The Top 10 Blue Chip Stocks With A Dividend Yield Of Over 4%

In Singapore’s stock market, the term ‘blue chip stocks’ are used to refer to the 30 stocks that make up the Straits Times Index (SGX: ^STI). And, some of them actually have dividend yields of over 4%.

A recent report provided insights to those dividend-paying blue chips that offer yields of above 4%. Here’re the top 10 blue chip stocks with the highest yields (figures as of 25 November 2016, unless otherwise stated). For the first five, go here. The following are the next five:

  1. Yangzijiang Shipbuilding Holdings Ltd (SGX: BS6) is in sixth place with a trailing dividend yield of 5.2%. The company’s dividend was reduced from S$0.055 per share in 2014 to S$0.045 in 2015. It has a market cap of around $3.3 billion. Over the last three years, Yangzijiang Shipbuilding has delivered a total return of a negative 5.5%.
  2. In seventh place is Singapore Telecommunications Limited (SGX: Z74) which is sporting a trailing dividend yield of 4.6%. The telco has the largest market cap in the Singapore stock exchange, weighing in at $61.7 billion. Singtel’s stock has also delivered a total return of 4.9% over the last three years.
  3. Singapore Airlines Ltd (SGX: C6L) flies into eighth place with a trailing dividend yield of 4.5%. Unfortunately, the airline operator has a patchy track record when it comes to its dividends, with the pay-out amount fluctuating wildly. The airline’s stock has eked out a three-year total return of 1.2% and weighs in with a market cap of $11.6 billion.
  4. Logistics and mail services provider Singapore Post Limited (SGX: S08) is in ninth place with a trailing dividend yield of 4.4%. Investors should note that Singapore Post has come out with a new dividend policy that could reduce its dividend payout in the future. Singapore Post has a market cap of $3.2 billion and has produced a total return of around 9.4% over the last three years.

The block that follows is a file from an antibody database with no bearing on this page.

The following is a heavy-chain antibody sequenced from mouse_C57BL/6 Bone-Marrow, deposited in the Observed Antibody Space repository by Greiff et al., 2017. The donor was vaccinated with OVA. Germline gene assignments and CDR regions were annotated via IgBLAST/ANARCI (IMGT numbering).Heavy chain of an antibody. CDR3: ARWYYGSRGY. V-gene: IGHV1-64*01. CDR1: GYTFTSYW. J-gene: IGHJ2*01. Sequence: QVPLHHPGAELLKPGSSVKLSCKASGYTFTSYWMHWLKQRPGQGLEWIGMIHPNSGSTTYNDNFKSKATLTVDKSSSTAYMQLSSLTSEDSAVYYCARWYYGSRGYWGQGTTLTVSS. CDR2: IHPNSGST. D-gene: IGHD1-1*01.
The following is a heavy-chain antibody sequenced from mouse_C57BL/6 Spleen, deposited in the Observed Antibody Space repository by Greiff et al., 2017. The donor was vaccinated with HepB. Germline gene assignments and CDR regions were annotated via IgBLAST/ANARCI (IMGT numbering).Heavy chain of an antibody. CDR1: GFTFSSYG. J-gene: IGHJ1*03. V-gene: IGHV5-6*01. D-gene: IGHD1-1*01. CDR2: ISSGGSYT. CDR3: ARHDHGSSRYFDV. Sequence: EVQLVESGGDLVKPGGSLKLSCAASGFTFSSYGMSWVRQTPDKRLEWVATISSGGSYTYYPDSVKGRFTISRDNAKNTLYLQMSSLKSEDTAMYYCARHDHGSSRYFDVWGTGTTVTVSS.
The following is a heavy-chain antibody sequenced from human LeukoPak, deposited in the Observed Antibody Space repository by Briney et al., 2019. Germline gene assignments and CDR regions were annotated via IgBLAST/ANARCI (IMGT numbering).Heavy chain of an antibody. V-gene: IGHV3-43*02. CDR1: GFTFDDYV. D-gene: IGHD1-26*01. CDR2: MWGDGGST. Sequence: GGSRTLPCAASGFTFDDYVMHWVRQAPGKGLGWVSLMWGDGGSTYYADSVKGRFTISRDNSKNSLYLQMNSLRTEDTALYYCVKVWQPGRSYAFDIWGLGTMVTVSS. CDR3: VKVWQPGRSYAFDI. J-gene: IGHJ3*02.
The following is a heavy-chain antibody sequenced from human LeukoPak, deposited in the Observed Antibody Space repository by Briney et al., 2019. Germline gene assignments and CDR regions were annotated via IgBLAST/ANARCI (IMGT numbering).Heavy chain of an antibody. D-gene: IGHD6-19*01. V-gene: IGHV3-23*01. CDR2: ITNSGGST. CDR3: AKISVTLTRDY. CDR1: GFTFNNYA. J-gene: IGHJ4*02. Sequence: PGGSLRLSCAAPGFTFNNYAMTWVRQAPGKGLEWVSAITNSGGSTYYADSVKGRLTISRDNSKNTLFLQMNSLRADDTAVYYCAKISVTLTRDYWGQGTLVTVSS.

5. Rounding out the top ten is Singapore Press Holdings Limited  (SGX: T39) with a trailing dividend yield of 4.1%. Unfortunately, the media company’s dividend has been heading the wrong way over its last five fiscal years. SPH’s market cap is around $6 billion. The company has delivered a total return of just 0.5% over the last three years.

High trailing dividend yields can look tasty for investors. But there could be good reasons why such stocks carry high yields – perhaps they have had a history of lowering their dividend payments. As Foolish investors, we might want to put our thinking hats on to figure out whether a company can pay a sustainable dividend.

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The information provided is for general information purposes only and is not intended to be personalised investment or financial advice. Motley Fool Singapore contributor Chin Hui Leong doesn’t own shares in any companies mentioned.